I have made so many calls, I am now tired of calling and trying to reach anyone. All the times I got through to Charter Office, I was only made to narrate the whole ordeal again, leave a contact number and told (every time without failing) that I would be called back the next day. However, no one has ever called me back. Not once! Having said that, not being called back at all by Charter Office (I spoke with Donna Lang more than once) is far more dignifying than having the boss of a UKBA affiliate company – Inflite -hang up on me for simply asking for my missing bag. I’ve heard so many stories about deportees and immigrants being subjected to horrible protocols, injustices and abuses at the hands of UKBA, I never thought that I would one day be at the receiving end of such despicable treatment. I have no criminal record in the UK nor anywhere else and have never been on state benefit in my entire life! I simply got denied a visa extension and this was what reduced me to the status of a deportee, worthy to be hung up on in the most reprehensible manner, by a big shot boss who represents an elite corporate establishment. Will I ever get my bag back? It’s not like I invaded anybody in Libya or Iraq and stole their oil for my country men and their children… and then got away with it. It is also not like I enjoy privileges from imperialism – whether Western or Islamic imperialism. I just want my bag so I can carry on with my life in peace and make some kind of tangible contribution to this world as I have tried to by taking up painstaking research worth a year, to write a book! I mean, if the boss can’t rectify a problem, who else can? I imagine this is the kind of treatment deportees are normally subjected to. I imagine I would have never found out for myself had I never been booked on that flight. One can only wonder what else transpires on deportee flights, that don’t get reported.

I just want my bag back. UK Border Agency, where is my missing bag?

Why UKBA and affiliate staff refused to let me hold on to any of my hand bags at the airport, I do not know. I was self-check in after all. I had simply accepted a travel ticket offered by Home office. I also do not know why UKBA staff did not check my hand bag in, nor did they tell me beforehand to make sure I packed my hand luggage in my suitcase myself to avoid losing it at the airport at the hands of UKBA. No one said before departure date that the implication of accepting a ‘free’ travel ticket from Home Office was the unaccounted loss of my intellectual property, macbook, personal items, and other valuables. Why UKBA and affiliates have refused to call me to tell me what less than an hour of airport CCTV footage showed them about the whereabouts of my bag – if anyone even bothered checking the whereabouts of the immigrant’s bag, that is – I do not know for sure.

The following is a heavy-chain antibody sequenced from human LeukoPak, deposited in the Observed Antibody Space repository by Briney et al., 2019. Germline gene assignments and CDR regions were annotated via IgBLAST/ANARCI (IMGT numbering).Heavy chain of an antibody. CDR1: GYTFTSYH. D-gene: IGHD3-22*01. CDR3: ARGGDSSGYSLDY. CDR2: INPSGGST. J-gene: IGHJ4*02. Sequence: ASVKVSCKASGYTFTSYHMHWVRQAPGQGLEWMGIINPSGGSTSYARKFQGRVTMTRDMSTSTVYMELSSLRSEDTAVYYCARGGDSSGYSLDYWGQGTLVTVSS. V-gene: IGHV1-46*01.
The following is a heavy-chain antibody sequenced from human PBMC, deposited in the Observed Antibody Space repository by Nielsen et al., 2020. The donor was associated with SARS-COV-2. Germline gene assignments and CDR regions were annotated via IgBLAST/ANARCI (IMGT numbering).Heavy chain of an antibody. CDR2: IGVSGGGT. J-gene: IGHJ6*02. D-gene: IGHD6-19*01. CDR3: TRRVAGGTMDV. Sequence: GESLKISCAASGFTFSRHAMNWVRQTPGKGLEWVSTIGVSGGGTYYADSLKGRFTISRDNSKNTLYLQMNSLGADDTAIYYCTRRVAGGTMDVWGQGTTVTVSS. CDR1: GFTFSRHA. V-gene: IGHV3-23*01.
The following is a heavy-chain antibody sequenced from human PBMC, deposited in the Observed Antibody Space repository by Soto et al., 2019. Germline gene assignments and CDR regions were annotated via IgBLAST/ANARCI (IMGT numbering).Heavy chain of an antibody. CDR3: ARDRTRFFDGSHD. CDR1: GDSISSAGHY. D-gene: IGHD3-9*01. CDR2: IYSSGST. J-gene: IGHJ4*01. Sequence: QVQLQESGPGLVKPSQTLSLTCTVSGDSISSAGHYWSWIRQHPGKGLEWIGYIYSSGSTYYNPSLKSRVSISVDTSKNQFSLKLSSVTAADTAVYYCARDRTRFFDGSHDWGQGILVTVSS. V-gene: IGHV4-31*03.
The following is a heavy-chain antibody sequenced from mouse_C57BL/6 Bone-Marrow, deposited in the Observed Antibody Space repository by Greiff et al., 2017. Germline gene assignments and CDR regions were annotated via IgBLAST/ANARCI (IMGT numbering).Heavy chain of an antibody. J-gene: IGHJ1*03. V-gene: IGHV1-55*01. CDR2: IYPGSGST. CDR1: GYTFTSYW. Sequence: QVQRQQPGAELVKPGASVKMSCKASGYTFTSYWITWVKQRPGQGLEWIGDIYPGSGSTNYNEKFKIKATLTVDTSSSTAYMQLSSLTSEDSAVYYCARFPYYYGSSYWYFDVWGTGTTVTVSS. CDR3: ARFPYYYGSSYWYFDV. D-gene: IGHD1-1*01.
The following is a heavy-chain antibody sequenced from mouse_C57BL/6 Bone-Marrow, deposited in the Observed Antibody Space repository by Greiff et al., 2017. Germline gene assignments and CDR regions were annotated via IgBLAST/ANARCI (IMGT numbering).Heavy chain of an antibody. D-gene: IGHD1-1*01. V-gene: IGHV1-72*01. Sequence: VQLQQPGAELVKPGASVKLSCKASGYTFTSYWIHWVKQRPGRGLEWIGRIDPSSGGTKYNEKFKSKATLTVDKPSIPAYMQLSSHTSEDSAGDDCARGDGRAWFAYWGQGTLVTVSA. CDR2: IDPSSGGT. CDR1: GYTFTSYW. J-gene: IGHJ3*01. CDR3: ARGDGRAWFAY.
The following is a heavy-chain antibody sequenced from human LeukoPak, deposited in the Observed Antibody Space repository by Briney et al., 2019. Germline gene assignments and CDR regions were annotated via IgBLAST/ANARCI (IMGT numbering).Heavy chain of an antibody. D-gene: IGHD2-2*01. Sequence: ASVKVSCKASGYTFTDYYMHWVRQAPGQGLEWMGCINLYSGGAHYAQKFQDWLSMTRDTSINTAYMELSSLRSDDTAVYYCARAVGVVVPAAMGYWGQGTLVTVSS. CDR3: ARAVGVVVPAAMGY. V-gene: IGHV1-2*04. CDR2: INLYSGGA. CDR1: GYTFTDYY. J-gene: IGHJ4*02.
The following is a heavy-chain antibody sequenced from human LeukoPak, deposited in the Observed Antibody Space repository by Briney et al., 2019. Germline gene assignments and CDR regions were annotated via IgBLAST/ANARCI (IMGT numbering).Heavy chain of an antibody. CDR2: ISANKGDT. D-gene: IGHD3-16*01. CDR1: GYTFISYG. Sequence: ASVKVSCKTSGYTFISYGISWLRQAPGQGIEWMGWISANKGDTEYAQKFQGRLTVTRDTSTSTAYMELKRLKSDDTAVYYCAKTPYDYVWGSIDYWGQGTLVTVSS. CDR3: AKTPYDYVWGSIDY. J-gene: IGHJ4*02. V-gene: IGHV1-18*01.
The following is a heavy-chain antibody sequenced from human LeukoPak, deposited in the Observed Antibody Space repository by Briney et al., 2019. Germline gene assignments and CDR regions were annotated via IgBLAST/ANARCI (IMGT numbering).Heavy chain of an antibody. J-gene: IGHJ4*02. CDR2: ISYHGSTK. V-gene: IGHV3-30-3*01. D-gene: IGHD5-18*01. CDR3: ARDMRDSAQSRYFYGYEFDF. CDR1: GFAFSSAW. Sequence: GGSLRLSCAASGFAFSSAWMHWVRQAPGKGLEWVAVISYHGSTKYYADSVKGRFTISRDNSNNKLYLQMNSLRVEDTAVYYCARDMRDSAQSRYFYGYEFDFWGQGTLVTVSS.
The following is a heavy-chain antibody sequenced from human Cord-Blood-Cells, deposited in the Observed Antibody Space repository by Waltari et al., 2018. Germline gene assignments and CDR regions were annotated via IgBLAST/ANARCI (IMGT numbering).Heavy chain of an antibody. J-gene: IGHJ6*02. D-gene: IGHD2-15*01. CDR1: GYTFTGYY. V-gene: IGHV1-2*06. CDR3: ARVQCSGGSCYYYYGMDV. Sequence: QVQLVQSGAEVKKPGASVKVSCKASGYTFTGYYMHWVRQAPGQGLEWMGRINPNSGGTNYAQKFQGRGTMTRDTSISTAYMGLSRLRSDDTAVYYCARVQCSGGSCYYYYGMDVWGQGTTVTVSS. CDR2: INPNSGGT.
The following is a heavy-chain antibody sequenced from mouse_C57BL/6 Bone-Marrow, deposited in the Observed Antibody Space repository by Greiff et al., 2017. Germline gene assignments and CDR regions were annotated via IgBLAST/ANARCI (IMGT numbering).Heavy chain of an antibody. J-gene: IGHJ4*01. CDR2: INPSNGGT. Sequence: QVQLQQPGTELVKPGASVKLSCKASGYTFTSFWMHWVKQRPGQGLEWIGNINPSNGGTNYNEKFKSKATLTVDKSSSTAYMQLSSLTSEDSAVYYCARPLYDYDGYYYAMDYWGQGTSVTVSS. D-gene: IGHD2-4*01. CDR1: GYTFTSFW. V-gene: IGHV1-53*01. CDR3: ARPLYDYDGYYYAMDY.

Nothing would please me more than having my book returned to me so that I can continue sharing it in peace with my fans, readers and supporters like I was doing before UKBA lost it. I already published the Preface  and was due to publish the first chapter, the week after UKBA lost my bag. I have no other back up besides the copies on my macbook and USB key (which were in the bag). I have since prepared myself for the worst outcome and attempted to rewrite the lost chapters, but it was not the same. I didn’t even know where to start from. It is a lot of research, references and analyses now lost! I am not in the same state of mind either that I was creatively, when I began writing the book a year ago. I also cannot afford to give the same amount of time. I gave a year already towards researching and validating my theory about religio-political reformation, secularism, human rights and imperialism; which is what my book is on. I really need my bag back.

I just want my bag back, with all the items in it intact. I have letters for my tax back in the bag – including my P45, P60 and payslips – that I had to wait nearly a month to collect from my previous employer. To get a third party to collect another P45 form for my Tax Back application now, would cost me money, which I have no interest at all in paying for. I would have sent off the form already had UKBA not lost my bag. I had written and recorded compositions for my new album (which I will begin work on next week). I need to replay these compositions to my producer in Lagos, so he can reproduce the ideas and lyrics for my new album. However, I do not now have access to these original compositions. I may be able to reproduce them in bits and pieces as close to their original form as I can, but they will not be the same. Rewriting work I had written before is an inconvenience as well a s a setback, to say the least. I had some of these music files on my macbook and most of it on my USB key. I do not see any reason why UKBA would lose my bag with all the valuable items in it – including my precious macbook that was sticking out the bag and everyone could clearly see – and then decide to not have an ounce of integrity to call me to at the very least apologise, if it was stolen at the airport by a third party as a result of UKBA/ affiliated staff leaving it there. Or did UKBA staff help themselves to the valuables in my bag? Is this why UKBA is avoiding calling me, even though I had Mark Deegan call them immediately after my flight arrived at Lagos and I realised that my hand bag was missing? UKBA is always going on about ‘the problem with immigrants’ as if immigrants are the greatest monstrosity British society has ever been cursed with, meanwhile I as an immigrant co-operated with UKBA, with full integrity. A £3.000 bond has just been levied on Nigerian (and a number of other global south) citizens traveling to the UK, making it even more difficult for Nigerians to travel to the UK. But no one is keen on doing anything about Nigerians who leave the UK voluntarily and have their rights violated by UKBA. I wanted to hold my hand bag by myself at the airport, but your staff wouldn’t let me, and I didn’t want to argue with anyone so I just went on with everything they said. Why didn’t they check my teal hand bag in, when everyone could clearly see that a laptop was in there?